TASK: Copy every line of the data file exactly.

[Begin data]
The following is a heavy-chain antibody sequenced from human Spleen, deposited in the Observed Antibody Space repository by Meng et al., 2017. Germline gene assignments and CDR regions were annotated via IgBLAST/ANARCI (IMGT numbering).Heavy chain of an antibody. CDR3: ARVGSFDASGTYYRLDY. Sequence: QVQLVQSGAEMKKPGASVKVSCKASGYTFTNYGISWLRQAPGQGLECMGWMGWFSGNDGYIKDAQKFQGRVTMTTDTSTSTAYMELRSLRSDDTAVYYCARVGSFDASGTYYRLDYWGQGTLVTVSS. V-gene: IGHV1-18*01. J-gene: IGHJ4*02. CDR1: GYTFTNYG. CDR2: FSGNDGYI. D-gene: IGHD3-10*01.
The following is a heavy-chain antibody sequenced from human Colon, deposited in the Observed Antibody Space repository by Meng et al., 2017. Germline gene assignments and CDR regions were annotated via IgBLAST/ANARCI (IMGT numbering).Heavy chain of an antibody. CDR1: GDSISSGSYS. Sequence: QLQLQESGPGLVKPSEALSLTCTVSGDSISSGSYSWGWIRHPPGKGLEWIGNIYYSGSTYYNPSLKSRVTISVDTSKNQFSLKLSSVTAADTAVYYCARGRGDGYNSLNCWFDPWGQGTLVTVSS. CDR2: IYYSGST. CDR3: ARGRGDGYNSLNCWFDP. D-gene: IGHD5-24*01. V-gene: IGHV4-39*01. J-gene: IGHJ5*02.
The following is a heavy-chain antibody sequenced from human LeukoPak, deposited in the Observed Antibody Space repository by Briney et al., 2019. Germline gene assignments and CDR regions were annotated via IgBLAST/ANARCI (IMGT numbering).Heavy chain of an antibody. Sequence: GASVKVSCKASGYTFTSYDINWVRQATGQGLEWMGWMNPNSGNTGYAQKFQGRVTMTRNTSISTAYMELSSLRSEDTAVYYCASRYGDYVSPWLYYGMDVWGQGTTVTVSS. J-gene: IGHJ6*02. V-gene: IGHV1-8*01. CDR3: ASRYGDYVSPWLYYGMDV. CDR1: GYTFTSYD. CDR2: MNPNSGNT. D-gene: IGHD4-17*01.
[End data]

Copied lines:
The following is a heavy-chain antibody sequenced from human Spleen, deposited in the Observed Antibody Space repository by Meng et al., 2017. Germline gene assignments and CDR regions were annotated via IgBLAST/ANARCI (IMGT numbering).Heavy chain of an antibody. CDR3: ARVGSFDASGTYYRLDY. Sequence: QVQLVQSGAEMKKPGASVKVSCKASGYTFTNYGISWLRQAPGQGLECMGWMGWFSGNDGYIKDAQKFQGRVTMTTDTSTSTAYMELRSLRSDDTAVYYCARVGSFDASGTYYRLDYWGQGTLVTVSS. V-gene: IGHV1-18*01. J-gene: IGHJ4*02. CDR1: GYTFTNYG. CDR2: FSGNDGYI. D-gene: IGHD3-10*01.
The following is a heavy-chain antibody sequenced from human Colon, deposited in the Observed Antibody Space repository by Meng et al., 2017. Germline gene assignments and CDR regions were annotated via IgBLAST/ANARCI (IMGT numbering).Heavy chain of an antibody. CDR1: GDSISSGSYS. Sequence: QLQLQESGPGLVKPSEALSLTCTVSGDSISSGSYSWGWIRHPPGKGLEWIGNIYYSGSTYYNPSLKSRVTISVDTSKNQFSLKLSSVTAADTAVYYCARGRGDGYNSLNCWFDPWGQGTLVTVSS. CDR2: IYYSGST. CDR3: ARGRGDGYNSLNCWFDP. D-gene: IGHD5-24*01. V-gene: IGHV4-39*01. J-gene: IGHJ5*02.
The following is a heavy-chain antibody sequenced from human LeukoPak, deposited in the Observed Antibody Space repository by Briney et al., 2019. Germline gene assignments and CDR regions were annotated via IgBLAST/ANARCI (IMGT numbering).Heavy chain of an antibody. Sequence: GASVKVSCKASGYTFTSYDINWVRQATGQGLEWMGWMNPNSGNTGYAQKFQGRVTMTRNTSISTAYMELSSLRSEDTAVYYCASRYGDYVSPWLYYGMDVWGQGTTVTVSS. J-gene: IGHJ6*02. V-gene: IGHV1-8*01. CDR3: ASRYGDYVSPWLYYGMDV. CDR1: GYTFTSYD. CDR2: MNPNSGNT. D-gene: IGHD4-17*01.